This month, Ellie will try a different way of getting insulin -- using a pump worn like a pager that drips small amounts of insulin all the time. The insulin flows through a small, flexible tube into a tiny needle that is inserted near the stomach and can stay in place two or three days.
The pump can be set to give less insulin at night when Ellie is asleep, more during the day when she's eating and less on days with long swim practices. And if Ellie wants to eat a big meal or a classmate's birthday cupcake, she can press a button and get extra insulin.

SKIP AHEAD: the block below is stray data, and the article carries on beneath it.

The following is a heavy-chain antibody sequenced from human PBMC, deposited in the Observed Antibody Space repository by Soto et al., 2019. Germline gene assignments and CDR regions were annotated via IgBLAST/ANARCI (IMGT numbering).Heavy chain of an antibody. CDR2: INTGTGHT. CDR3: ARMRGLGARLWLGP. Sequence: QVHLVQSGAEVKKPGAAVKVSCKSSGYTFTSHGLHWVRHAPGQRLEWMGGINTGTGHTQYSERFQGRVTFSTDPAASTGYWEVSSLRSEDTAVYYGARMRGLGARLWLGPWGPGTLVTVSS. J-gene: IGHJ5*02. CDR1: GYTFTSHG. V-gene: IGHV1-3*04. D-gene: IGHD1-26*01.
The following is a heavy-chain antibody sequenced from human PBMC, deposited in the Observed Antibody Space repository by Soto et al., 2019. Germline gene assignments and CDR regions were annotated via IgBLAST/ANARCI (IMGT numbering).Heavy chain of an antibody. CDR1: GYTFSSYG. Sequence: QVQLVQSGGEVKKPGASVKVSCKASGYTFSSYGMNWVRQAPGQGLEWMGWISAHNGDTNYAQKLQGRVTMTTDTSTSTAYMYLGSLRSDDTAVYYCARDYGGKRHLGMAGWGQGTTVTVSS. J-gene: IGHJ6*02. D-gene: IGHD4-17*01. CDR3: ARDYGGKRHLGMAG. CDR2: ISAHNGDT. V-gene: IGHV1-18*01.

An insulin pump can replace shots.
(Courtesy Of Smiths Medical Md Inc.)
_____More on Diabetes_____
Stick to It (The Washington Post, Jan 11, 2005)
In Control (The Washington Post, Jan 11, 2005)
Flexibility is one of the pump's pluses. It also helps keep blood sugar levels in the normal range, with fewer highs and lows. And it means fewer shots, although finger sticks are still needed.
What's not to like? Programming the pump can be tricky, and it could break or lose battery power (rare occurrences). Also, some people don't like wearing a pump all day, although it can be unhooked briefly for a swim or shower. Some pumps are waterproof.